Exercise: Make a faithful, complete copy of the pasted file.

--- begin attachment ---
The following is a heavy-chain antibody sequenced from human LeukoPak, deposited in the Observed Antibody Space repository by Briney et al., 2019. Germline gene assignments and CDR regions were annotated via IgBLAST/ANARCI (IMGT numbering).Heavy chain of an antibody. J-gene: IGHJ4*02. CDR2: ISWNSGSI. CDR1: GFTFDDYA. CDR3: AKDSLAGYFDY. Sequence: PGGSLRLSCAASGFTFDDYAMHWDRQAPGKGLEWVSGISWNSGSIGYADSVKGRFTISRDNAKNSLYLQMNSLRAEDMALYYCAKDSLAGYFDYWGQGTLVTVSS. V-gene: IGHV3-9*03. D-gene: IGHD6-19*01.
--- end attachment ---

The following is a heavy-chain antibody sequenced from human LeukoPak, deposited in the Observed Antibody Space repository by Briney et al., 2019. Germline gene assignments and CDR regions were annotated via IgBLAST/ANARCI (IMGT numbering).Heavy chain of an antibody. J-gene: IGHJ4*02. CDR2: ISWNSGSI. CDR1: GFTFDDYA. CDR3: AKDSLAGYFDY. Sequence: PGGSLRLSCAASGFTFDDYAMHWDRQAPGKGLEWVSGISWNSGSIGYADSVKGRFTISRDNAKNSLYLQMNSLRAEDMALYYCAKDSLAGYFDYWGQGTLVTVSS. V-gene: IGHV3-9*03. D-gene: IGHD6-19*01.